• Promoting questions during a presentation is usually best with smaller groups and works well with reports, proposals or technical briefings where the audience needs to clarify details as the presentation unfolds. Remember to announce at the beginning that questions on the fly are ok. Answer questions succinctly so they don't interrupt the flow of your ideas.

At the End of the Presentation

Recognize that there are really two closes to a presentation with a Q&A session. The first one is before taking questions.

"At this point, I want to get your opinion on this approach. This side of the room first."

The second close is after the questions to summarize the main points of your presentation.

"As you can see from the questions and comments, this topic is perplexing and we don't have all the answers but here is what you can do in the interim..."

Post Presentation

Sometimes the question period is so animated that questions cannot be covered in the time allotted. Announce post presentation ways to contact you and when and how you will respond. If you do this, convey a sincere openness to be contacted. Consider if there are ways to share these questions and answers with all members of the audience.

Strategies to Encourage Audience Questions

  • Announce the question session in an open ended, conversational way. "What has been your biggest headache in dealing with the network problem?"
  • Design questions into your content and delivery:
    Title: Why Knowledge Management?--and Why Now?
    Opening: What is the biggest problem facing researchers today?
    Content: Design the body of the presentation around four key questions.
    Ending: In light of these facts, can you afford not to act?
  • Ask a question, pause and then give the answer yourself.
  • Bring up questions you have been asked by other audiences.
  • Let the audience know up front there is a Q&A session, when and how long.
  • Provide a seating arrangement (see Room Setups for Presentations & Training) where the audience can see each other.
  • List questions in the presentation announcement or brochure
  • Provide a graffiti wall for the audience to write a question at any time. Start your Q&A session by answering these questions.
  • Pass out 3 x 5 cards for the audience to submit their questions.
    This is often used a public hearings and when the audience is large
    If the topic is controversial, duplicate questions can be combined, hostile questions don't have to be answered.
  • Don't ask for feedback and then start to pack up your laptop or your notes. This sends the clear signal that you are done and ready to split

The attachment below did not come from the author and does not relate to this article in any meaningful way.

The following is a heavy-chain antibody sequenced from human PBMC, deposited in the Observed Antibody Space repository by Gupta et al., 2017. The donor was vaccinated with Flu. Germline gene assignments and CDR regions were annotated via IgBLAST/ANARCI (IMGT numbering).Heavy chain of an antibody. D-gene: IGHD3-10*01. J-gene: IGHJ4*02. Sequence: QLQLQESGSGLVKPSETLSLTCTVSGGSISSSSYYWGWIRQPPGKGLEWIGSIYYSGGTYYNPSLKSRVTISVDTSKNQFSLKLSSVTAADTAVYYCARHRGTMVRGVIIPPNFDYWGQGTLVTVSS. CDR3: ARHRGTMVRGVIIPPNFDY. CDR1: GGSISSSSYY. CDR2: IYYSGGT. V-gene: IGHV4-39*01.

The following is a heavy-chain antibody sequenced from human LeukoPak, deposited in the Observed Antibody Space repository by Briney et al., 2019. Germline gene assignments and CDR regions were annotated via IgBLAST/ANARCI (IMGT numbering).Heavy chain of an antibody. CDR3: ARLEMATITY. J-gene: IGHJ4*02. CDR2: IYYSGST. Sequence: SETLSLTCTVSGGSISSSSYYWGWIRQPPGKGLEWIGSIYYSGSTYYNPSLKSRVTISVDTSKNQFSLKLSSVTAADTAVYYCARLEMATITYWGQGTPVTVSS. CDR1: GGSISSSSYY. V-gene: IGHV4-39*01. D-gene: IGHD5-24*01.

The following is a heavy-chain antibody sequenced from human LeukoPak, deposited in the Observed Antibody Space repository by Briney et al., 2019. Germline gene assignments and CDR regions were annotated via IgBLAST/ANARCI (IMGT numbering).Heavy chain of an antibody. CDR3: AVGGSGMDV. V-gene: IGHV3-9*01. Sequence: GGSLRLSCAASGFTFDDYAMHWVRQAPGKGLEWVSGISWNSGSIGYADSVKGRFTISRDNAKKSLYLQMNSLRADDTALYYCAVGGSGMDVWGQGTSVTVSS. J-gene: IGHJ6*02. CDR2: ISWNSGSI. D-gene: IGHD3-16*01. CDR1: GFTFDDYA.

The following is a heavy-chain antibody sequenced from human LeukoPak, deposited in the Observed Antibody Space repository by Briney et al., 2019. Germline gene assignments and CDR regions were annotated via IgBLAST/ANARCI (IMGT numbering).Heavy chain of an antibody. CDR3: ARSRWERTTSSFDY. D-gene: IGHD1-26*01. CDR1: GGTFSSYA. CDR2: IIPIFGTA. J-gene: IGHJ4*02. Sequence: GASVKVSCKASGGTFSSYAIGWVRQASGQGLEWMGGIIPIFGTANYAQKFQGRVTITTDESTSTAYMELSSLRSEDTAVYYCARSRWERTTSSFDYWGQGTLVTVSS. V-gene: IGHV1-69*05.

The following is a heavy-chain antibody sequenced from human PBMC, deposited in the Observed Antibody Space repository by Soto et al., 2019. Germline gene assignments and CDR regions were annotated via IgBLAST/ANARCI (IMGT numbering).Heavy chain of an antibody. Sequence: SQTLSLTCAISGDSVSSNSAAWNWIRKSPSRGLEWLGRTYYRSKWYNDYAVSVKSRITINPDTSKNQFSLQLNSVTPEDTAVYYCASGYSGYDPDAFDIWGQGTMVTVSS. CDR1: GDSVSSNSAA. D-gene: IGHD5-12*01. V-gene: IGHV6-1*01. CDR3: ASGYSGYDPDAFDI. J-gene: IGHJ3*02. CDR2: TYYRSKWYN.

• Arrange for someone in the audience to ask the first question to start the ball rolling.
  • Ask yourself beforehand what questions you hope no one asks and then prepare to answer them.

Helpful Hints

  • Think of each question as having 3 parts
    Question
    Answer
    Bridge (connection to your agenda)


    Example
    Question: How much does your system cost?
    Answer: $200,000.00
    Bridge: "However, I estimate the savings in personnel time to be triple that in 2 years.
  • If you don't know the answer, admit it (At the beginning of your presentation, make clear your level of expertise, experience or point of view. This provides the foundation for responding "that's out of my area" however do offer to find out and get back to the person.)
  • Repeat the question in a large group or arrange for microphones. Direct your answer to the entire audience not just the person asking the question.
  • Make sure you understand the question. Some people take a circuitous path to their real question.
  • Deflect personal, hostile or irrelevant questions with "see me after."
  • Don't let an interesting but tangential question trigger a whole new speech from you. Keep your answers short and to the point.
  • Allow time if you have announced there will be questions. Don't let your presentation ramble on figuring the Q&A time is soft time to extend your presentation.
  • When the time allotted for questions is running out, announce one more question and suggest "see me after."
  • Consider questions as a compliment to you and your presentation. Challenging ideas arouse thought and inquiry. Dull presentations make people head for the exit.